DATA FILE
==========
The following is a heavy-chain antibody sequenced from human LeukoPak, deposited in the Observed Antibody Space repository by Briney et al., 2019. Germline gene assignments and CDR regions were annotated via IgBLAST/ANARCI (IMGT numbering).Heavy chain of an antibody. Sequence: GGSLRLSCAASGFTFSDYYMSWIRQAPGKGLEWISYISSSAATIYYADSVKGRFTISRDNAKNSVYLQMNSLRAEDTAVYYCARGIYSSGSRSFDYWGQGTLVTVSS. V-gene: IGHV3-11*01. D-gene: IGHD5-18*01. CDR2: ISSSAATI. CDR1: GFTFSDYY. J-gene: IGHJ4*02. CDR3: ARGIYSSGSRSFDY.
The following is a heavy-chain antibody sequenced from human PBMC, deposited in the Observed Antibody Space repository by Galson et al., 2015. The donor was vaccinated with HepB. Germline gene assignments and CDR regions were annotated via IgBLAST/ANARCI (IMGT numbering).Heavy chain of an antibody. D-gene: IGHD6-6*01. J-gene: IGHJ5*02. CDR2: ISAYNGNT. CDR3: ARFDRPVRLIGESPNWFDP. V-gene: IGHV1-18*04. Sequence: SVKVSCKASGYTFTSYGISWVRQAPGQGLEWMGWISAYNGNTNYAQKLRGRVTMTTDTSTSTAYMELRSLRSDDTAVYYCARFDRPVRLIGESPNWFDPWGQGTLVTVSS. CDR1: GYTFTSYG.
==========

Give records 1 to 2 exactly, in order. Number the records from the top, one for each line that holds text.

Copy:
The following is a heavy-chain antibody sequenced from human LeukoPak, deposited in the Observed Antibody Space repository by Briney et al., 2019. Germline gene assignments and CDR regions were annotated via IgBLAST/ANARCI (IMGT numbering).Heavy chain of an antibody. Sequence: GGSLRLSCAASGFTFSDYYMSWIRQAPGKGLEWISYISSSAATIYYADSVKGRFTISRDNAKNSVYLQMNSLRAEDTAVYYCARGIYSSGSRSFDYWGQGTLVTVSS. V-gene: IGHV3-11*01. D-gene: IGHD5-18*01. CDR2: ISSSAATI. CDR1: GFTFSDYY. J-gene: IGHJ4*02. CDR3: ARGIYSSGSRSFDY.
The following is a heavy-chain antibody sequenced from human PBMC, deposited in the Observed Antibody Space repository by Galson et al., 2015. The donor was vaccinated with HepB. Germline gene assignments and CDR regions were annotated via IgBLAST/ANARCI (IMGT numbering).Heavy chain of an antibody. D-gene: IGHD6-6*01. J-gene: IGHJ5*02. CDR2: ISAYNGNT. CDR3: ARFDRPVRLIGESPNWFDP. V-gene: IGHV1-18*04. Sequence: SVKVSCKASGYTFTSYGISWVRQAPGQGLEWMGWISAYNGNTNYAQKLRGRVTMTTDTSTSTAYMELRSLRSDDTAVYYCARFDRPVRLIGESPNWFDPWGQGTLVTVSS. CDR1: GYTFTSYG.